Every morning, the guesthouse owner’s daughter walks around the grounds, placing meticulously-made flower arrangements by each temple, no matter how tiny. Silently, peacefully, slowly. It’s the ultimate Balinese ritual.
It’s difficult to walk the streets of Bali’s towns without accidentally stepping on a prayer offering. It seems inevitable; they’re everywhere. The crunch. The guilt, the panic. Did anyone see me?
They’re not just on the ground. On motorbike seats, at the beach, on car bonnets. On my daily stroll, the same women (few men) sit outside their shops or homes, making pallets from palm leaves, cutting flowers and lighting incense sticks, to honor the gods and demons of Balinese Hinduism. Bali is an Indonesian anomaly, a Hindu island in a mainly Muslim nation.
More than a thousand years ago, embattled by internal divisions and an increasing Muslim majority, the Hindus of Java fled to neighboring Bali where they adapted pragmatically to the indigenous animism. Bali’s Hinduism now has more in common with the ancient form followed in Nepal than in modern India today. It honors Brahma, Vishnu and Shiva but keeps the shamanic spiritual realm in balance by appeasing the forces of dark and light.
That’s why the Balinese place these offerings every day before the gods at family, business and temple altars, and even on the dashboards of their cars. Faith is a part of everyday life and the Balinese even attribute their escape from the 2004 tsunami to the spiritual power they have harnessed here.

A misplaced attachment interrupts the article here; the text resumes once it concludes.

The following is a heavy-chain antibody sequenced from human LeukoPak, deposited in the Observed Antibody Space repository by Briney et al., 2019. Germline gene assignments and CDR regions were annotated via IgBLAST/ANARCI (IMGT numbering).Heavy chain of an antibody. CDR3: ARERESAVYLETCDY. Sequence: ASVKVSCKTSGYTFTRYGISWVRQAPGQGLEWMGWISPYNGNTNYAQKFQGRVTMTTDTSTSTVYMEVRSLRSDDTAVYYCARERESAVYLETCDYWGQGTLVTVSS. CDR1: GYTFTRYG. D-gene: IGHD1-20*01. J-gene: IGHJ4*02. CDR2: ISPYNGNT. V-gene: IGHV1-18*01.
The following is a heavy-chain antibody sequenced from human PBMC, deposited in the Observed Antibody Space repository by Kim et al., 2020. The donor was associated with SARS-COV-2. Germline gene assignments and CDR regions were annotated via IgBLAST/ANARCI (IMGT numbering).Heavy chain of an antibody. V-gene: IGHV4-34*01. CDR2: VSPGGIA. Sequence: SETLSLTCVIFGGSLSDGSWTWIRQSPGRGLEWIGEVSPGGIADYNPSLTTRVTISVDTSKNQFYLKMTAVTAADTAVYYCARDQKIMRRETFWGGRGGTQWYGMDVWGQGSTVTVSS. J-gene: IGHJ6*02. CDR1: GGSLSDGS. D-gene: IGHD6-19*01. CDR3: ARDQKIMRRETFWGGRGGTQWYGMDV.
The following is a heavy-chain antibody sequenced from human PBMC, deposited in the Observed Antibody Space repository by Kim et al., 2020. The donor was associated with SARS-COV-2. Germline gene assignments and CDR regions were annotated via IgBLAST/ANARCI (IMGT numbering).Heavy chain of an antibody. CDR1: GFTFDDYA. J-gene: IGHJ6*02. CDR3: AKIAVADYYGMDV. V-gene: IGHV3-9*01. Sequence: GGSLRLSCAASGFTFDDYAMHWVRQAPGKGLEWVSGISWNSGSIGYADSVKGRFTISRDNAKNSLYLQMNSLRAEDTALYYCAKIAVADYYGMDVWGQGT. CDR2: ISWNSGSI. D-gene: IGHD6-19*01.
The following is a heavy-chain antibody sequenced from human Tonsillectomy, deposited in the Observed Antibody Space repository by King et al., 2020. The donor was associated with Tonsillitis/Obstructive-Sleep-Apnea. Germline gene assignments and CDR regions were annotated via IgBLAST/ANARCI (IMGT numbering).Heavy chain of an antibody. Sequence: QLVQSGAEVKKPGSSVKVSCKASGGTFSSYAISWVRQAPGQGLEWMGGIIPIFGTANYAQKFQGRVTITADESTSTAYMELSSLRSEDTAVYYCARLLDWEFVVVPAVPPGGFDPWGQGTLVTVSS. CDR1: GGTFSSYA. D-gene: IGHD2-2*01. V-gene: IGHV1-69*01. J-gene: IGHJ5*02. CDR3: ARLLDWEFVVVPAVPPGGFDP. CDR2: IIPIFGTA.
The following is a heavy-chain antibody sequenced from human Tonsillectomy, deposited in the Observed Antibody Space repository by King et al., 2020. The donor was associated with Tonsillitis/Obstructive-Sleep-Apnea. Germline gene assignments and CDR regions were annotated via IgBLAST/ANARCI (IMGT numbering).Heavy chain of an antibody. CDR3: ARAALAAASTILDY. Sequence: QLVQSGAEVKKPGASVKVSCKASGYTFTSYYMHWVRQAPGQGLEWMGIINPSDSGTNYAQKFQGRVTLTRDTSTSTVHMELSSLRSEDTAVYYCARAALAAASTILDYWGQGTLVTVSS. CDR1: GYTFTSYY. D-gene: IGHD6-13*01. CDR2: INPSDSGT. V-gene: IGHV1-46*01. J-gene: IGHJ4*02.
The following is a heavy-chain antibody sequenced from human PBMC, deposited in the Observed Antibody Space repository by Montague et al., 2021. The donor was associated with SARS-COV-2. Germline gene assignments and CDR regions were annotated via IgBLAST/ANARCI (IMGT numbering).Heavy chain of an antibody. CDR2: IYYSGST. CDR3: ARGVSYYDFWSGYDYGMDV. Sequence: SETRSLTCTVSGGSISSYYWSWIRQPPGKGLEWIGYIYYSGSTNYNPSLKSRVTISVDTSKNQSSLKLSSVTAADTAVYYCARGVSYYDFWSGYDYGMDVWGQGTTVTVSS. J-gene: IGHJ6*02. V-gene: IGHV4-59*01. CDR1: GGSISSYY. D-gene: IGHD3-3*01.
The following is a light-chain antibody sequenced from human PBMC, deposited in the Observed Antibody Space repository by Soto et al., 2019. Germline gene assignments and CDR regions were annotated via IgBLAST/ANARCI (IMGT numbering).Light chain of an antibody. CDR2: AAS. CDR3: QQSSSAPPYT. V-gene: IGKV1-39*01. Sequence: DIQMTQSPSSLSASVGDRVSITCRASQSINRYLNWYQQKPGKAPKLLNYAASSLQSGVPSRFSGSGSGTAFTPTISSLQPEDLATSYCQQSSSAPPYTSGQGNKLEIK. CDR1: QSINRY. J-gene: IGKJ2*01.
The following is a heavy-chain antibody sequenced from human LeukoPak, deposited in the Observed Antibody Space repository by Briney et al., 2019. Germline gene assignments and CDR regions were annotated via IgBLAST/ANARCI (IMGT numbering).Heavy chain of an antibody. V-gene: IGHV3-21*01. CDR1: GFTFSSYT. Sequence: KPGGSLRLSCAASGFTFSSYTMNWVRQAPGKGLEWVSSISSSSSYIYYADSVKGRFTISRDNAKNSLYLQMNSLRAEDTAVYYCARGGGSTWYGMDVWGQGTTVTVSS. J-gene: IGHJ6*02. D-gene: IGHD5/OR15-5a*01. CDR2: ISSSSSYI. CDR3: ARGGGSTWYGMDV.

Here in the countryside, the spirituality is almost tangible. It’s not uncommon to see a procession of people carrying their offerings to the temples. Some women spend their lives making them – the very act itself is considered a prayer offering. It’s easy to see romance in the ritual, but for these women, these time-consuming acts may prevent them from going out to work or to educating themselves. That’s the other side.
At the Pondok Pekak Library and Learning Center, an unassuming community space, I book a lesson to learn the art. It’s a valuable lesson in mindfulness. I sit in the shade of the courtyard copying the actions of an 80-year-old Balinese woman who speaks no English.
Back on the street, trampled petals and burnt-out incense sticks are all that remain. At daybreak, pavements are swept and cleaned. A new day, a fresh set of offerings.
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